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7 November 2014
By Sophie King.
Political settlements analysis has been largely gender blind and, as Professor Sylvia Tamale noted at a recent Gender and Political Settlements workshop in Kampala, can read like Ancient Greek to even the most experienced feminist scholars. So what does ESID’s new gender-sensitive approach to political settlements research reveal about women’s political inclusion and influence in different country contexts?
ESID expects the new framework to enable researchers to make more accurate and detailed readings of the dynamics of political struggles over gender equality policy. In turn, such readings can support activists and progressive policy actors to unpack the factors that facilitate a marginalised group’s ability to influence policy and its implementation in pursuit of more inclusive development outcomes. Continue Reading →
7 November 2014
By Pablo Yanguas.
Two weeks ago Harvard Kennedy School and ODI co-hosted a very particular kind of workshop, entitled “Doing Development Differently”. I say particular because I have not attended anything similar in my years as a grad student or researcher: the list of participants was small, largely a self-selected group mixing incredibly qualified veterans and refreshingly energetic newcomers; the format of sessions was heavily geared towards interaction, so that everyone felt like a contributor; the pace of debate was relentless, with real space for reaction and accumulation; and the point of it all was not simply to share knowledge or pad a CV, but to build a community and even lay down the foundations of a manifesto. Credit for all this must go to the three individuals who led the experiment: Harvard‘s Matt Andrews, and ODI‘s Marta Foresti and Leni Wild. Reacting against the unfortunate trend of getting the “usual suspects” of aid together for yet another session of group therapy, they conceived and successfully executed a different model for informed policy debate. Continue Reading →
5 November 2014.
By Sundar Burra.
The Jawaharlal Nehru National Urban Renewal Mission (JNNURM), articulated in 2005-06 with a budget of more than Rs.60,000 crores, signalled the beginning of a focus upon the ‘urban’. There were 65 cities where the Urban Infrastructure and Governance (UIG) sub-Mission and the Basic Services for the Urban Poor (BSUP) sub-Mission were to be implemented. A few hundred smaller towns were to be covered under other similar programmes.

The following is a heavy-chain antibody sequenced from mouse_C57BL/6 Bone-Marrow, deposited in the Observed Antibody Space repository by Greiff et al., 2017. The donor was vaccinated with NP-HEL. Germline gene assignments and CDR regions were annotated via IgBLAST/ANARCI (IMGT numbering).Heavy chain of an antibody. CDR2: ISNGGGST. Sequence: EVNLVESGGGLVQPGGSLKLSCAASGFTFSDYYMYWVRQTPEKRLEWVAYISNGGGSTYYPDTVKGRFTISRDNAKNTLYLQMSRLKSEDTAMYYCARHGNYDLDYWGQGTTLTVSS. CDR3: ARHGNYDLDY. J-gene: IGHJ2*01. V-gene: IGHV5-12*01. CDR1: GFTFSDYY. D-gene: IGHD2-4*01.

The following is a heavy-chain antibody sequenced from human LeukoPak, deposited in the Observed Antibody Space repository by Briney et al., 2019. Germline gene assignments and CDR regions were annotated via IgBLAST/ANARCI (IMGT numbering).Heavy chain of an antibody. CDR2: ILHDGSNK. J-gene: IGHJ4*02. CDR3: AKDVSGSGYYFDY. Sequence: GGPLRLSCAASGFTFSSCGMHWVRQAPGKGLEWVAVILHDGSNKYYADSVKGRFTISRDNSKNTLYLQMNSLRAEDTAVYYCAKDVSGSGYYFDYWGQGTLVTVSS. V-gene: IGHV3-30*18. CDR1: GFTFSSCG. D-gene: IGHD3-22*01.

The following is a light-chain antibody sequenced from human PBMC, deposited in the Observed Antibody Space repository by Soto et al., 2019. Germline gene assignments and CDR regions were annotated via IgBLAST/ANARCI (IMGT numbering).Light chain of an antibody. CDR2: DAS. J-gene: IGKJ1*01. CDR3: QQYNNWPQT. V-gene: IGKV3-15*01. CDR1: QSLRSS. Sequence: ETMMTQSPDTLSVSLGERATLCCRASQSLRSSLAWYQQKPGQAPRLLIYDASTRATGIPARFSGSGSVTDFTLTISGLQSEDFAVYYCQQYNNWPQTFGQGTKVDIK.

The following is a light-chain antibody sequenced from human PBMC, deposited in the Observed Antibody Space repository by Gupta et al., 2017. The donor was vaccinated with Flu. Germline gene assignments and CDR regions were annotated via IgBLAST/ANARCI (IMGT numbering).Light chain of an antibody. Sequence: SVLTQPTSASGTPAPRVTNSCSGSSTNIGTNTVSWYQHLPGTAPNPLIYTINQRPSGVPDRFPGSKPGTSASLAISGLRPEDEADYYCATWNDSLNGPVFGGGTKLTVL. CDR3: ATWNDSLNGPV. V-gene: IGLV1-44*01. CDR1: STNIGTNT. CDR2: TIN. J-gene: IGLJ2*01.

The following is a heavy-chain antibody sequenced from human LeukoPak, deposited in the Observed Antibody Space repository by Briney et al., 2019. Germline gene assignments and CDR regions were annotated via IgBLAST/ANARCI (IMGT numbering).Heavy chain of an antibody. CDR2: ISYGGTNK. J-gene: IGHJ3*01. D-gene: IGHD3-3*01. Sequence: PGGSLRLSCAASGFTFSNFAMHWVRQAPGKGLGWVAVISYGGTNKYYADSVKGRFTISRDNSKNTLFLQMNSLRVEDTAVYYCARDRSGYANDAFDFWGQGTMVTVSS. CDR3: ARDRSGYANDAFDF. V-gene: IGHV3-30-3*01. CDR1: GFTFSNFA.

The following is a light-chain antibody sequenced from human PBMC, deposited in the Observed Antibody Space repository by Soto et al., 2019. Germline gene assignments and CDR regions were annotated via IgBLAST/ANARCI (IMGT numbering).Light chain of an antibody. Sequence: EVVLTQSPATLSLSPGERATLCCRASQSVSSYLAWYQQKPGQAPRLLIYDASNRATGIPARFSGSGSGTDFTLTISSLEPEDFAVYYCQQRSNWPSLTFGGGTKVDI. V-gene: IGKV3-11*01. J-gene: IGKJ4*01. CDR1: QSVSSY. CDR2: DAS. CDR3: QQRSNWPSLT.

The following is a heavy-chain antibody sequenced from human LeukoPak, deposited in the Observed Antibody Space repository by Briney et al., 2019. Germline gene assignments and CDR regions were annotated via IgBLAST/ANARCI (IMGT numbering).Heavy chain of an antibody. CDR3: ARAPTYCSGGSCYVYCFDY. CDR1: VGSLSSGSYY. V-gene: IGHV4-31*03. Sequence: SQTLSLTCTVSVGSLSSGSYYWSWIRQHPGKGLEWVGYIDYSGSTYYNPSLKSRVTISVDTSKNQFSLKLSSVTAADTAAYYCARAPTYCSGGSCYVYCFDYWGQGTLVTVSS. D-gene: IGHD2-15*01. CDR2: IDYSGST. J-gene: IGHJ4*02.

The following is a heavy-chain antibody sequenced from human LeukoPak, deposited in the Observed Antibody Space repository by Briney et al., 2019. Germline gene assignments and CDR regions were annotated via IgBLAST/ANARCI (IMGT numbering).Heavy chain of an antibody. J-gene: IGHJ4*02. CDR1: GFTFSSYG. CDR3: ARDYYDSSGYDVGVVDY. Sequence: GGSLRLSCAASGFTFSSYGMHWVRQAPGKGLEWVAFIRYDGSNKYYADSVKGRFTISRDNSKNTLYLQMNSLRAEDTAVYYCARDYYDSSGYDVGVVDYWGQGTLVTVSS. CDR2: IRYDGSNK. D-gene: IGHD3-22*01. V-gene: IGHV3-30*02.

The JNNURM – particularly its UIG component – was primarily meant to be a demand-based, reform-driven programme that would be a game-changer and incentivise the induction of private capital. That did not happen, for many reasons, but at least because – as in other government programmes – expenditure became the measure of success and various key reforms were put on the back burner in the race to spend budgetary allocations. The BSUP, the poorer cousin in JNNURM, became synonymous with building new houses for the urban poor and its impact was limited. Legislation for Community Participation and Public Disclosure has not been passed in many states. Continue Reading →
10 October 2014.
By Pablo Yanguas.
Last month I was delighted to participate in a conference on “New Directions in Governance” organised by the World Bank‘s Governance Partnership Facility and the Overseas Development Institute in London. Many interesting arguments came up in that meeting, and a new and slightly more daring agenda seems to be emerging. The kind folk at ODI interviewed a few of the participants, and have posted videos of those interviews on the event site. I was asked to comment on bureaucratic barriers to politically-informed aid, which is the subject of ESID‘s project on political-economy analysis. Continue Reading →
8 October 2014.
ESID‘s latest working paper explores how exclusive pacts become wider political settlements, using the recent post-conflict history of the Solomon Islands as an illustration. In “Post-conflict pacts and inclusive political settlements: Institutional perspectives from Solomon Islands”, David Craig from University of Otago and Doug Porter from Australian National University argue that external interventions are unlikely to solve broader and wider institutional challenges involved in the transition from short-term pacts to long-term settlements. Continue Reading →